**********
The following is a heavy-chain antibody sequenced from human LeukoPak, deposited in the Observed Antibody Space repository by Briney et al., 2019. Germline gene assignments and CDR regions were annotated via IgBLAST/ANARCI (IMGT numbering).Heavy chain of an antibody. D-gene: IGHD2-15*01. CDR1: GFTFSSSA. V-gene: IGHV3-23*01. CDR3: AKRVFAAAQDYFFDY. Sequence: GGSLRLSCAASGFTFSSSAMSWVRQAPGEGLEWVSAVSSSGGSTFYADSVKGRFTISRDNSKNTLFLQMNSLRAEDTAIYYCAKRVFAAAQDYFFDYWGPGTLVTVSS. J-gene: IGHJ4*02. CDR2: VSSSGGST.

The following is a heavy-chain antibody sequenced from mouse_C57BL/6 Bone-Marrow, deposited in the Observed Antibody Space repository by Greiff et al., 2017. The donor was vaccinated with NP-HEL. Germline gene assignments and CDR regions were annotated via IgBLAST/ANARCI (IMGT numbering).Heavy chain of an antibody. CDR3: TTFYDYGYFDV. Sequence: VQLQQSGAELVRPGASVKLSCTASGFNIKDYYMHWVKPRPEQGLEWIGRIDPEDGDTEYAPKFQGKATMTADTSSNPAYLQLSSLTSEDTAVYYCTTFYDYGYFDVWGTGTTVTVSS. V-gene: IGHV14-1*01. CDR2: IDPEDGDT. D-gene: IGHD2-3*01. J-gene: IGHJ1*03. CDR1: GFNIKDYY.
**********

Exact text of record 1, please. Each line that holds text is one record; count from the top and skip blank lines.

The following is a heavy-chain antibody sequenced from human LeukoPak, deposited in the Observed Antibody Space repository by Briney et al., 2019. Germline gene assignments and CDR regions were annotated via IgBLAST/ANARCI (IMGT numbering).Heavy chain of an antibody. D-gene: IGHD2-15*01. CDR1: GFTFSSSA. V-gene: IGHV3-23*01. CDR3: AKRVFAAAQDYFFDY. Sequence: GGSLRLSCAASGFTFSSSAMSWVRQAPGEGLEWVSAVSSSGGSTFYADSVKGRFTISRDNSKNTLFLQMNSLRAEDTAIYYCAKRVFAAAQDYFFDYWGPGTLVTVSS. J-gene: IGHJ4*02. CDR2: VSSSGGST.